Second, to get better at estimating these things in the future, it’s a good idea to track your time. One of my favorite tools for that is Toggl. It’s browser-based, easy to use, and will send you weekly summary emails so you know what you’ve been doing. Tracking your time will also let you figure out your hourly pay.
Get Plenty of Rest
To do high-quality work, you also need some top-notch downtime. Albert Einstein reportedly tried to get at least ten hours of sleep every night. Other high performers also religiously adhere to their bedtimes. You and I are no different. We also need to get enough rest to keep at peak productivity. One of the best ways to make sure you get enough sleep is to establish set bedtimes. Going to sleep and waking up at the same time every day makes it easier to fall asleep.
It’s also important to take breaks during the day. A good way to ensure you do this is to work in sprints, as popularized by the Pomodoro technique. Here’s how it works: set a time for 25 minutes and do one task during that time until either completion or when the timer goes off. Then, when the time is up, get up from your desk and do something else for five minutes. Rinse and repeat four times, then take a longer break. Using the Pomodoro technique helps get your mind out of the work frame and come back refreshed. It works, in fact, I’m utilizing this technique while writing this article. I needed to adopt something that made sense for me in the office because I can spend loads of time doing things that don’t move the needle. With this method, I can refer to my daily routine, and ultimately, I am much more pleasant to work with than I was previously, at least I hope so.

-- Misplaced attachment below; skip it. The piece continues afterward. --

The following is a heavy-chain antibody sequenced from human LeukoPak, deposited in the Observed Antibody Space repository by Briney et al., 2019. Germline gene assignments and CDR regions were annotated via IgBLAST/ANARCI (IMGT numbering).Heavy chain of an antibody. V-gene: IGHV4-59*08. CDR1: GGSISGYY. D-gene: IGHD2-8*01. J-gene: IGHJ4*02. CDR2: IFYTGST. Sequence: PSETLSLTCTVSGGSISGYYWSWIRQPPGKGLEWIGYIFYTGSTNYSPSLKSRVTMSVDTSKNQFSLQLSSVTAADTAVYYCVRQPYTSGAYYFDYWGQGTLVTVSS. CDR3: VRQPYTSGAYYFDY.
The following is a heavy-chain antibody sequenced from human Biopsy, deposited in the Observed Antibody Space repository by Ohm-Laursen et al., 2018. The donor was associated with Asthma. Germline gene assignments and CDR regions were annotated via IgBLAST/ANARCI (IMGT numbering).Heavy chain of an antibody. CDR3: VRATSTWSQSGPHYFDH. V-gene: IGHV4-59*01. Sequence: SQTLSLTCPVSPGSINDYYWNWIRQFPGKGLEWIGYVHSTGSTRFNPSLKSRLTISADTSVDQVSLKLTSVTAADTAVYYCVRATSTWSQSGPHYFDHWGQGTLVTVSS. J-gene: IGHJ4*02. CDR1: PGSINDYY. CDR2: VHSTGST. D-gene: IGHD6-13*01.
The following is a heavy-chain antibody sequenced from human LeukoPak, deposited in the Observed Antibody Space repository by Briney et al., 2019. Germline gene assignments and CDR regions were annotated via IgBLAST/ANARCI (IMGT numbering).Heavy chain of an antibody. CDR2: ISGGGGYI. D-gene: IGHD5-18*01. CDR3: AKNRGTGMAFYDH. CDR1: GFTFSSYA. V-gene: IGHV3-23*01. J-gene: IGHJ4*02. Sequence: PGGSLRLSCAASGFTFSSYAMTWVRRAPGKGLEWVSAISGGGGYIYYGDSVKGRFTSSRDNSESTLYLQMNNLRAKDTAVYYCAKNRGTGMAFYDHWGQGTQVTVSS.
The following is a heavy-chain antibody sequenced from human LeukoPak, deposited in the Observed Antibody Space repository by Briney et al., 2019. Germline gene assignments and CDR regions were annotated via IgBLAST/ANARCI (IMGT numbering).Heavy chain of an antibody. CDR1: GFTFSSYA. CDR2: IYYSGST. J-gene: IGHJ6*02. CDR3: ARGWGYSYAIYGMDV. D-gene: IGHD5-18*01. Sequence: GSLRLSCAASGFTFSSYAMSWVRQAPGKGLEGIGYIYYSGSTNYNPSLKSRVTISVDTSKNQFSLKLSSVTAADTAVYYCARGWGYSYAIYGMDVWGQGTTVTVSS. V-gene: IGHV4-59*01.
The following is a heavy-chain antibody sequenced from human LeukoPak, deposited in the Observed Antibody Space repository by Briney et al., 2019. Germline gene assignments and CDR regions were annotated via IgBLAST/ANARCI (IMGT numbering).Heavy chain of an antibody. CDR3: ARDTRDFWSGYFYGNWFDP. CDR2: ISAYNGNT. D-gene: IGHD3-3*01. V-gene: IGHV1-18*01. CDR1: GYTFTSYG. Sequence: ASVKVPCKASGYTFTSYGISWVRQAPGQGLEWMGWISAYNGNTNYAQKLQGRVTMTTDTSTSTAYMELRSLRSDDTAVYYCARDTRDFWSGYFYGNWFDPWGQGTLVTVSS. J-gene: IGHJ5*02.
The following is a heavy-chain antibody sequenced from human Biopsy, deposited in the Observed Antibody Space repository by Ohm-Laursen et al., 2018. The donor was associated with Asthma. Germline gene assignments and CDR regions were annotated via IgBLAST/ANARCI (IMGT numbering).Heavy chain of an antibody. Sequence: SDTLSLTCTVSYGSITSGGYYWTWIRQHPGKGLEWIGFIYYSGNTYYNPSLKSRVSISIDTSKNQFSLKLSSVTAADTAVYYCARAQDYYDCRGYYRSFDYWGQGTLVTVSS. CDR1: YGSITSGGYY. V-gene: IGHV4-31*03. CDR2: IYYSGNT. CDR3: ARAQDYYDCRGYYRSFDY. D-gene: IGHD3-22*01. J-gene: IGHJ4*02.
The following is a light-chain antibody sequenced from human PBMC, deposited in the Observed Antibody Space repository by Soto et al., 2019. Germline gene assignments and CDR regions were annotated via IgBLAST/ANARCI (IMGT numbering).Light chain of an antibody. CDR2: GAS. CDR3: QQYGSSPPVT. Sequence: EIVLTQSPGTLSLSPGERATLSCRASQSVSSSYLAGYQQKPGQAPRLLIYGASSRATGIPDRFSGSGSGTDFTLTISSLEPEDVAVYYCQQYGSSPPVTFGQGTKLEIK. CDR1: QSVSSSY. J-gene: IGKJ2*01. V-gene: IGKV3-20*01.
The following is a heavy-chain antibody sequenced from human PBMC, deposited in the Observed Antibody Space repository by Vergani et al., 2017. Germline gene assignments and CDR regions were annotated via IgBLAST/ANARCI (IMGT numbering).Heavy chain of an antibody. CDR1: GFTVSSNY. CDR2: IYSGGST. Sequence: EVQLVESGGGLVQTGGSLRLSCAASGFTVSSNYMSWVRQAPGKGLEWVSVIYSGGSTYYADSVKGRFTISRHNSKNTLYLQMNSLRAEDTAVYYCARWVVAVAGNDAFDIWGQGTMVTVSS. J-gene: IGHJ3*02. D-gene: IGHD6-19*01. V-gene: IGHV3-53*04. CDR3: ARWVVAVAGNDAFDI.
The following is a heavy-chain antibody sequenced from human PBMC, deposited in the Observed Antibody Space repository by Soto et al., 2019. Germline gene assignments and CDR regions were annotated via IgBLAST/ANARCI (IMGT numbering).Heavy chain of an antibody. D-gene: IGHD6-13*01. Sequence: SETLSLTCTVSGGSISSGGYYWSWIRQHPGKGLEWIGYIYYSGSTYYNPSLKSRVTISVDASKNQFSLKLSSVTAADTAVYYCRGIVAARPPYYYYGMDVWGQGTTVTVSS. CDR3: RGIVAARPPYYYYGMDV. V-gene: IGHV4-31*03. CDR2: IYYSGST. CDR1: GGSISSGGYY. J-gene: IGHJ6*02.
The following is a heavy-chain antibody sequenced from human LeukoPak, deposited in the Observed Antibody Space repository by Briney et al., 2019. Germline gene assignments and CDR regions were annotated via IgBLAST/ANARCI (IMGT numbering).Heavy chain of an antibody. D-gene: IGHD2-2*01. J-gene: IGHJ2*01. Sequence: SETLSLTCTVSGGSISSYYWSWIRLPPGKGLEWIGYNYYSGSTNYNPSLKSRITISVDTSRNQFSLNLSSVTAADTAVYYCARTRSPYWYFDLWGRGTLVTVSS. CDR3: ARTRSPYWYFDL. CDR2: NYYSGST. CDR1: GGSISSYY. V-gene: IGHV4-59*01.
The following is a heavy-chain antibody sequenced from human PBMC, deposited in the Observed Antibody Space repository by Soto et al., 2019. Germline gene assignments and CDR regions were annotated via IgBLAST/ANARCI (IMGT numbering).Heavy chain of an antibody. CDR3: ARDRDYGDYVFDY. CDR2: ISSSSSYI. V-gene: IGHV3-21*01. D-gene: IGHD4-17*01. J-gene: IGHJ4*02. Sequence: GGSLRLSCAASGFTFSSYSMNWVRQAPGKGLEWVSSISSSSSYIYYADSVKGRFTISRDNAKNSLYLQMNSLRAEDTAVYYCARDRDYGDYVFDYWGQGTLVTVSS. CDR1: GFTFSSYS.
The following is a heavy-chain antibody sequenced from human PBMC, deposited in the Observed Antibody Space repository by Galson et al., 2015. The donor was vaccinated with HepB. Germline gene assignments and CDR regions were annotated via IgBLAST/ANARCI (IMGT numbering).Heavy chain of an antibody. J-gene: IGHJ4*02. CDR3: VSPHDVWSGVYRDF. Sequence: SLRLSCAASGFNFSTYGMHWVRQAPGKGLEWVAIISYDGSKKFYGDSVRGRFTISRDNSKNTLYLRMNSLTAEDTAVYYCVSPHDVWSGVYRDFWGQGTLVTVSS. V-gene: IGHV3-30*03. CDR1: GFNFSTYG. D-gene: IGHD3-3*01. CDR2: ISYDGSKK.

The new year is a great time to make changes in your life and reassess your workflow. To get the most out of 2022, consider these 5 habits that can help you boost productivity while working from home or in the office. Interested in learning how Verb Technology can improve your work productivity in healthy, efficient ways? Click here to learn more!
About the author:
Megan Anderson is a yogi, flutist, and writer. She enjoys a good turn of phrase and can never have enough books to read. She is also Verb’s newest copywriter on the Creative Team!